Keepin’ It Classy: #15/50: Beethoven Funeral March Number 1 by Johann Heinrich Walch.

These are the stories behind the world’s most memorable classical compositions.

Death is a natural part of life. We are all born and one day, we will all die. There is nothing as constant and safe a bet in all of human history than the fact that one day we will all die. Death comes for ditch diggers and astronauts, poets and hotel maids, it comes for Kings and Queens as well. When commoners die, friends, colleagues and family members gather to pay their respects, share some favourite memories and then, to join together in prayer and song to help send the newly departed on their way to the afterlife (if one believes in that) or to eternal nothingness and slow decay (if that is what you believe as well). Every town and city has a funeral home of some sort. Funerals happen all of the time. They are so common that, in fact, most of us pay them no heed as they occur. We live and then we die. Death is really nothing out of the ordinary.

Except when it is.

The funeral procession for Queen Elizabeth of England.

As I write these words, it is Monday, September 19, 2022 or, as history will remember it, the date of the funeral of Queen Elizabeth II of England. Most of us live our whole lives in a form of relative anonymity. Not the Queen. She has sat on the throne of England and, by extension, many countries around the world that England has colonized, for seventy years. Her life was impactful in very profound ways. Her image is known by millions of people around the world. Her legacy of service before self casts a nostalgic glow over a world and a time that many deem as being simpler and more humane. She did not live in relative anonymity. She was one of the most recognizable people in the whole world. And yet, Death still came for her, too. But, while Death came, it did not take her away in silence. The Queen’s death has instantly become an event that will go down in the annals of British history. Thousands of people have stood on the side of the road or have turned to their televisions and computers to watch her coffin pass through the streets of various English towns and cities. Many have left bouquets of flowers and/or jam sandwiches at the gates of Buckingham Palace. Even more will watch her funeral service as it plays out today. Through it all, the Royal Family will mourn in a public manner as befits their status as the head of the nation. And yes, there will be music, too.

Throughout the course of the history of Classical music, there have been many occasions in which composers have created works to be played during the funeral services for members of the nobility. In a previous post, we have discussed funeral marches that were composed by Frederic Chopin and by Edward Elgar *(You can read these posts here and here). Both of those famous funeral marches will find their place in today’s events in London as part of the ceremony honouring Queen Elizabeth. There is a third famous funeral march that is well known in England and which will probably be played today but which is erroneously entitled, “Beethoven Funeral March Number 1”. First let me tell you why this march is so famous in England and then, I will tell you a bit about why the title is misleading.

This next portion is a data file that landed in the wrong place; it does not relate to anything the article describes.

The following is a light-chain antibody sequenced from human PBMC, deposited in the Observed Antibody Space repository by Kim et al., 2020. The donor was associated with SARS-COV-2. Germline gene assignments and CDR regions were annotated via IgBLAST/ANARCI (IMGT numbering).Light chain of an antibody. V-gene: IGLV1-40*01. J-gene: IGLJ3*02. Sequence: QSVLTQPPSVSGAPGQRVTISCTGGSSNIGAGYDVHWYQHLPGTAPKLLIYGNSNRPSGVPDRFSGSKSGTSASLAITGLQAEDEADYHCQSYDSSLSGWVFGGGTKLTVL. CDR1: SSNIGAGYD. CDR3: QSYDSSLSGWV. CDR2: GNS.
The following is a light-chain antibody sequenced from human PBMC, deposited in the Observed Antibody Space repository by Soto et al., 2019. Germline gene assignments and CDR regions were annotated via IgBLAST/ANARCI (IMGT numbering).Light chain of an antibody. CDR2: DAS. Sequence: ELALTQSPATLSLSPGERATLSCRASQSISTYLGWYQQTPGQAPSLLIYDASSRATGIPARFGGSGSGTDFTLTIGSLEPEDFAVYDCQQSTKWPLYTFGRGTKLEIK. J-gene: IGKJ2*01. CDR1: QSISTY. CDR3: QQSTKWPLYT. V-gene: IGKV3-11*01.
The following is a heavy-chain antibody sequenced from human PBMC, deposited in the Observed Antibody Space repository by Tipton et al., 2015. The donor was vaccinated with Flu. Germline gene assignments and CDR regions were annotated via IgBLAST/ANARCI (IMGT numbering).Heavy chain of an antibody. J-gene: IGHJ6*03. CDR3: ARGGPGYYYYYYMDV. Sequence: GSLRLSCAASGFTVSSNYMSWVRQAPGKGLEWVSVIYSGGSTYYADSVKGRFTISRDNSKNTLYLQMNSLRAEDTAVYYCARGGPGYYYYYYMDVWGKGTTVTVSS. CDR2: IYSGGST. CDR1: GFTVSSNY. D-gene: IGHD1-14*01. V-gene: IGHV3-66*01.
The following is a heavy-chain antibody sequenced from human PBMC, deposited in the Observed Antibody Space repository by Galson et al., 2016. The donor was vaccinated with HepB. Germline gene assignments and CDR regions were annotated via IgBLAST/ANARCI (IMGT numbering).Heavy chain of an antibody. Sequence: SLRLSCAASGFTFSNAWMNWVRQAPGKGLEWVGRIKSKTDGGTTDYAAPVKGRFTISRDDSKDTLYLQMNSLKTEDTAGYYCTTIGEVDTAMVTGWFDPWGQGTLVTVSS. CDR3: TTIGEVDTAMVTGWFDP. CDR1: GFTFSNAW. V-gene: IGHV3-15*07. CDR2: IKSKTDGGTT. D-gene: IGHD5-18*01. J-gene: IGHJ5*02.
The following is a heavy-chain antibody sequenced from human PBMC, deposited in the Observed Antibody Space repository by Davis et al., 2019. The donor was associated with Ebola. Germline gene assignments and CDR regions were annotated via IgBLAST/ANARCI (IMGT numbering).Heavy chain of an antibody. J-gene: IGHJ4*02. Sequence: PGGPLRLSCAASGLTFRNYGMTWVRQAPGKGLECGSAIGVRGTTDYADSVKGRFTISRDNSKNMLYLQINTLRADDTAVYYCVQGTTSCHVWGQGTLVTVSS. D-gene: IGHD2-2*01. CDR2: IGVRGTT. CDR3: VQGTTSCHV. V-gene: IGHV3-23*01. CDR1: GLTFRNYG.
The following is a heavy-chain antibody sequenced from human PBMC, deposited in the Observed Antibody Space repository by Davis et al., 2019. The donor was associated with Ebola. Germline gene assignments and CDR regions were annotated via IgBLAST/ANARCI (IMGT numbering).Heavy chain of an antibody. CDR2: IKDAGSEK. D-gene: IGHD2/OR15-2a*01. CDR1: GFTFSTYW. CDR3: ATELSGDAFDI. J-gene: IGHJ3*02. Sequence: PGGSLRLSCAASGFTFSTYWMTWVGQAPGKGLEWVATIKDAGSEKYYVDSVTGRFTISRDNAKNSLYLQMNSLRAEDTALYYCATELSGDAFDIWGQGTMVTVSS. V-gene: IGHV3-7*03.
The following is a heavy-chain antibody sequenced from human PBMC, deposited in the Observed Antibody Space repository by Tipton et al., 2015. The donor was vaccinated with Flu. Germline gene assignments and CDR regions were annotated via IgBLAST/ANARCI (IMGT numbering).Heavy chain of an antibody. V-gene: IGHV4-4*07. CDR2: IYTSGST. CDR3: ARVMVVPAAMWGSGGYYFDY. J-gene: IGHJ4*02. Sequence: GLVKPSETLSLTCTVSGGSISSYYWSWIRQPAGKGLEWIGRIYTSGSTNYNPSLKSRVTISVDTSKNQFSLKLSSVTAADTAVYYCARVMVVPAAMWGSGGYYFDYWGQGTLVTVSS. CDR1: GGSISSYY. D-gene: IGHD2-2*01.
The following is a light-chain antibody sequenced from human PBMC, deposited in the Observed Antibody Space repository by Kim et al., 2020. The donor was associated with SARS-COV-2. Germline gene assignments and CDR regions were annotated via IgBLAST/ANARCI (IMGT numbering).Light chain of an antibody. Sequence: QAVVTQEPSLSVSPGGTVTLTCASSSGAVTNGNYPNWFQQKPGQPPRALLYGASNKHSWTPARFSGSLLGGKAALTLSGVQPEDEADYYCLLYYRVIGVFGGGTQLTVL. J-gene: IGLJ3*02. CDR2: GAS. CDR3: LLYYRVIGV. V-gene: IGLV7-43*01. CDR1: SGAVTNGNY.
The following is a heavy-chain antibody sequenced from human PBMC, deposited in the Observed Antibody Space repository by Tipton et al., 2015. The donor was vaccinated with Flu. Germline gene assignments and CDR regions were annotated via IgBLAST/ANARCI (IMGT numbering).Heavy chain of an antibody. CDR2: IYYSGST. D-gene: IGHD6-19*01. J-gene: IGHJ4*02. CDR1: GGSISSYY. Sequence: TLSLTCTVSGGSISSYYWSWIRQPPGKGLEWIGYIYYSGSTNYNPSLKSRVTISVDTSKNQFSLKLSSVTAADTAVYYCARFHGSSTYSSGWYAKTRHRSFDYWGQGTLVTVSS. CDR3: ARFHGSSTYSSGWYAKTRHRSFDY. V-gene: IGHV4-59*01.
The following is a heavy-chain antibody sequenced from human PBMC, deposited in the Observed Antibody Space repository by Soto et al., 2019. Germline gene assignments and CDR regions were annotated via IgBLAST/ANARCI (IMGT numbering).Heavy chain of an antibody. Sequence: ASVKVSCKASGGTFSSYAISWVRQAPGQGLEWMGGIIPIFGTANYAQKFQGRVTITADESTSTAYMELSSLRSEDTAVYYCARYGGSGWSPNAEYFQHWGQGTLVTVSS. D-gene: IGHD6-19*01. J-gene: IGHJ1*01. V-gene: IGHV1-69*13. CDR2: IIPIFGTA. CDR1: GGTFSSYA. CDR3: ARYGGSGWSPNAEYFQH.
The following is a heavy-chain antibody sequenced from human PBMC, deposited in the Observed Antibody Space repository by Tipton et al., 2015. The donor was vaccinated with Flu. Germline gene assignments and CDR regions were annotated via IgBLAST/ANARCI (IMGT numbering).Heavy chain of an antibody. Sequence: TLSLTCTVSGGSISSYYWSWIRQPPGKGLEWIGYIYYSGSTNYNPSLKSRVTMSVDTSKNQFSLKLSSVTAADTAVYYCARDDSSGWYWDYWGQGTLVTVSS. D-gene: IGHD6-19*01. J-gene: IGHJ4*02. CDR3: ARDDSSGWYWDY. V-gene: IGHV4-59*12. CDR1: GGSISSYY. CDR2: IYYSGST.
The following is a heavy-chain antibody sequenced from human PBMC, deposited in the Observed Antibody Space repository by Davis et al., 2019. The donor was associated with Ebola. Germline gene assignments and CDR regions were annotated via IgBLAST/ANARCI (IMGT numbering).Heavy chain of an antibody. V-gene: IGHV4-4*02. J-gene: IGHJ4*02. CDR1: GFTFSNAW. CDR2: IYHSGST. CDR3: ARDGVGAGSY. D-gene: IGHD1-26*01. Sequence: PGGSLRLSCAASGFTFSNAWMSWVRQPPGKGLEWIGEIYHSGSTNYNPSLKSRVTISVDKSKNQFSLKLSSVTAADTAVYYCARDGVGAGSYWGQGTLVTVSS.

A cenotaph in England. Walch’s funeral march often follows the playing of The Last Post.

“Beethoven Funeral March Number 1” is a march of remembrance that has been played in England for decades as part of that country’s Remembrance ceremonies held each year to honour those soldiers who have fallen in the fields of battle in various global conflicts. It is always played after the Last Post sounds and, as such it has become part of the soundtrack to the British way of life and is always viewed as being a respectful and honourable piece of music. The thing that is misleading about the title, “Beethoven Funeral March Number 1” is that this composition was not written by Beethoven at all. Instead, the music for this composition was written by a German conductor and composer named Johann Heinrich Walch. Walch had a history of creating funeral marches that commemorated the end of wars. He created a piece called “Pariser Einzugsmarsch” at the end of the Napoleonic Wars. This piece of music was also played for Adolf Hitler as he watched German troops marching through the streets of Paris in 1940. The march that has come to be called, “Beethoven Funeral March Number 1” was written when Walch was working under the auspices of the Duke of Saxe-Gotha-Altenburg who, as you may know if you are a history buff, was a link in the hereditary chain between the British Monarchy and the aristocracy of Germany that had existed for centuries, including during WWII. The famous “Beethoven Funeral March Number 1” was thought to have been originally written by Walch for Prince Albert who was Queen Victoria’s consort. Prince Albert was the Prince of Saxe-Coburg-Gotha at the time. Since then, this composition has been played at the funerals of King Edward VII, British Prime Margaret Thatcher, Prince Philip, the Duke of Edinburgh, as well as having been played throughout the procession that saw Queen Elizabeth’s coffin pass through the streets of England.

The man, himself…Johann Heinrich Walch…composer of the erroneously titled, “Beethoven Funeral March Number 1”.

So again, as was the case with the funeral marches written by Chopin and by Elgar, I urge you to click on the link below and give Walch’s composition a few moments of your time. I write with great confidence when I say that I am quite certain you will hear this piece of music played at some point in the funeral proceedings. And if it is played and there are credits displayed on television that call this piece “Beethoven Funeral March Number 1”, I hope that you will all wag your finger at the screen and state aloud that you know the real composer is Johann Heinrich Walch and that you read it first on Tom Macinnes’ little blog series called, Keepin’ It Classy.

I will end by offering a simple wish for Queen Elizabeth and all others who happen to share her death date today…thank you to each of you for being part of our world for as long as you managed. Many blessings to you and those you love as you transition from life to death. May whatever happens next be painless. Let it be a form of release. God Bless you all.

The link to the video for the composition, “Beethoven Funeral March Number 1” by Johann Heinrich Walch can be found here.

The link to the official website for Johann Heinrich Walch can be found here.